Another spot showed shadowy fingers on a laptop keyboard as the narrator warned that the initiative would “allow the government to collect people’s private information.”
Voters were never told that the existing ordinance already required hosts to register with the city and maintain quarterly records of their residency and rentals, thereby compelling them to share certain “private information”: demonstrating “primary residency,” the number of days they occupied their unit, and the dates and the duration of each short-term rental.
As it stood, last year’s ordinance required that the city create a “registry” of short-term-rental hosts and that the information “shall be available for public review to the extent required by law” — with one exception: “to the extent permitted by law, the (Planning) Department shall redact any Permanent Resident names from the records available for public review.”
San Francisco is not alone: Portland, Ore., officials may subpoena much more personal information to enforce the city’s short-term-rental laws, including phone, tax, vehicle and real estate records.
Another notable ad was called “Night,” featuring the simple imagery of a half-asleep woman between crisp white sheets.
“What if the government required you to report when you’re sleeping in your own home, or even in your own bed?” a gravelly male voice narrated over the tune “Lullaby and Goodnight.” “If Prop. F passes, San Francisco will be the only city in the country where residents will be forced to do just that.”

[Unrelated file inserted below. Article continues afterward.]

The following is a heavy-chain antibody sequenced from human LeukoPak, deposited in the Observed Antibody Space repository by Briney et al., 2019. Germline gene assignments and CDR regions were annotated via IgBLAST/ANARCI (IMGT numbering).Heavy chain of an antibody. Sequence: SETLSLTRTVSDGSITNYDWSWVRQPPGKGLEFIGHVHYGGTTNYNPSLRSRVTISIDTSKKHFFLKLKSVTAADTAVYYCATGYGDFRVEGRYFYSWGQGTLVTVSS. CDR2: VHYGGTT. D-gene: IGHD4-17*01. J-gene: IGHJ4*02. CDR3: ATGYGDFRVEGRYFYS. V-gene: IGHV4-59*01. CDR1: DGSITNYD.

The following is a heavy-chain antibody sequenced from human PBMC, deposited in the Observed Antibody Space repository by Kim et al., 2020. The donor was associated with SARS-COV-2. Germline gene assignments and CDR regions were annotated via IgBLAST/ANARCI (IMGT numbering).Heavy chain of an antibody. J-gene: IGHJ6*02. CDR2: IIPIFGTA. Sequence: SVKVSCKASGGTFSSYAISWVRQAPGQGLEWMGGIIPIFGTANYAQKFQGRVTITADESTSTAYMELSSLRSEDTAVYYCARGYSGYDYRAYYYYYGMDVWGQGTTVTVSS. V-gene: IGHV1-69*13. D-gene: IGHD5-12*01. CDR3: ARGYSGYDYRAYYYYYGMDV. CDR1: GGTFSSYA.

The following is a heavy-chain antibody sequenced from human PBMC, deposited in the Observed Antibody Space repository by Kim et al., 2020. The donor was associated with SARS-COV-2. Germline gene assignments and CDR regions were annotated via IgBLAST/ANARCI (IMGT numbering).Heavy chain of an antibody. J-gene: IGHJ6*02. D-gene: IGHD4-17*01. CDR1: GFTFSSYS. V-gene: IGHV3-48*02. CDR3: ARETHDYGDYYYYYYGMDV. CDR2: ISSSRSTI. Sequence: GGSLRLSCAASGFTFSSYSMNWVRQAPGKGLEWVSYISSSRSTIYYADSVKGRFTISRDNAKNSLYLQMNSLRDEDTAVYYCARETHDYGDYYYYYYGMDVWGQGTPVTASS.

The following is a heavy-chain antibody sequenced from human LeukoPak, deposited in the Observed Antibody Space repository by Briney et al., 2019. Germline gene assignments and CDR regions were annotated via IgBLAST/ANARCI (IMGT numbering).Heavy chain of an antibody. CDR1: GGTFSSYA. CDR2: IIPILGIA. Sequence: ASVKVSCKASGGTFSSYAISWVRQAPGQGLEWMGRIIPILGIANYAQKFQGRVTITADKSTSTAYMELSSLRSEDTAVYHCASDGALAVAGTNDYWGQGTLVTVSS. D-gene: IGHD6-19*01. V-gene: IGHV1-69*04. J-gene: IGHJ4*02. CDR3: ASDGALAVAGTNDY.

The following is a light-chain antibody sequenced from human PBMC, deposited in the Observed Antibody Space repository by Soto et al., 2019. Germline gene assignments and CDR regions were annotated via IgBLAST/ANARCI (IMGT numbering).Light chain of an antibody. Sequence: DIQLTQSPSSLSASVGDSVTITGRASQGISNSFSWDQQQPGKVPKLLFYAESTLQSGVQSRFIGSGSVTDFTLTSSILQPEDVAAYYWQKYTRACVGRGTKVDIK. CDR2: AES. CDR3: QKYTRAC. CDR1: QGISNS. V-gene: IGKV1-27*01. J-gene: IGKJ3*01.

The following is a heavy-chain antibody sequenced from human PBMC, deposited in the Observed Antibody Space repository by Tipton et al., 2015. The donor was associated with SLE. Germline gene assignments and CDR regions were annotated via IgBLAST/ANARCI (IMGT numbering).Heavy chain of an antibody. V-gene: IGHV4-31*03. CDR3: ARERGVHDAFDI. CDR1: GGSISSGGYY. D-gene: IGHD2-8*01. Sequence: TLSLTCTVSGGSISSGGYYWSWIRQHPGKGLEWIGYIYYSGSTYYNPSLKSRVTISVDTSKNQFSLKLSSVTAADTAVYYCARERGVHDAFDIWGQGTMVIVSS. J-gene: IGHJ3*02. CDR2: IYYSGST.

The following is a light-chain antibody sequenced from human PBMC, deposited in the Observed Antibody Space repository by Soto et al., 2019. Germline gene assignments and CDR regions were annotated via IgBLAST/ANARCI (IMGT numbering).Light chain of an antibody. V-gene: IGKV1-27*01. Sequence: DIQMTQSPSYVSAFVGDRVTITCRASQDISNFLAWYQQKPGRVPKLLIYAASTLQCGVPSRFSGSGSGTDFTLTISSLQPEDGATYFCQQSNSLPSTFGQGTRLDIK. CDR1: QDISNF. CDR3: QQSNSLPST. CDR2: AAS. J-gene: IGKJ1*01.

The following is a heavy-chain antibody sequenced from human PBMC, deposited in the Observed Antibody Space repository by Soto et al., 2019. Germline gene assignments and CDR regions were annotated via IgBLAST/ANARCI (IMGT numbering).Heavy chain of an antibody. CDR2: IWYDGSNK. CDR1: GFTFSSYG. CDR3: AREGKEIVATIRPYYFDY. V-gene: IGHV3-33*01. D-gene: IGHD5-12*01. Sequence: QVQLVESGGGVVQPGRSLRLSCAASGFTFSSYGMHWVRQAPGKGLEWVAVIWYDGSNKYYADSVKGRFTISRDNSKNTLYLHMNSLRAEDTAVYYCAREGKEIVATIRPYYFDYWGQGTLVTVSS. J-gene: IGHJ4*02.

The ominous warnings in both ads were attributed to the “Official Text San Francisco Measure F” and “Consumer Watchdog” — a nonprofit advocacy group listed as an ongoing client of Sheri Sadler, the media buyer for “No on F.”
MANIPULATION AND MESSAGING
The truth, however, was something else.
Nowhere in the official ballot text — which amended the existing code covering short-term rentals — did it require hosts using Airbnb, Homeshare or VRBO to report when they were sleeping in their own homes or beds. Proposition F reiterated the language from the ordinance backed by Lee, approved by supervisors and enacted in February 2015: quarterly reporting of the number of days a primary residence was “occupied” and the days it was rented out. No bed checks.
Consider that if you go out of town for a weekend or two months, you are still considered to be legally “occupying” your home or apartment, even if you were away or let friends or family “occupy” it in your absence.
Certainly, not all San Francisco residents read the official ballot text or the new ordinance that took effect months earlier. The initiative just went further, too far for a majority of voters who turned out.
Some of the most controversial provisions called for cutting annual short-term rentals from 90 days to 75; banning use of in-law units; tightening registration and reporting, and bolstering the neighbor complaint process and enforcement by bringing Airbnb and its rivals into the process. Additionally, residents would have needed permission to operate as a bed and breakfast for rentals beyond 75 days.
The “No on F” campaign apparently persuaded many voters to believe that it would be the ballot measure that would make already existing provisions law. And Airbnb disguised two of its biggest concerns, which it had fought to keep out of the ordinance Lee signed in October 2014.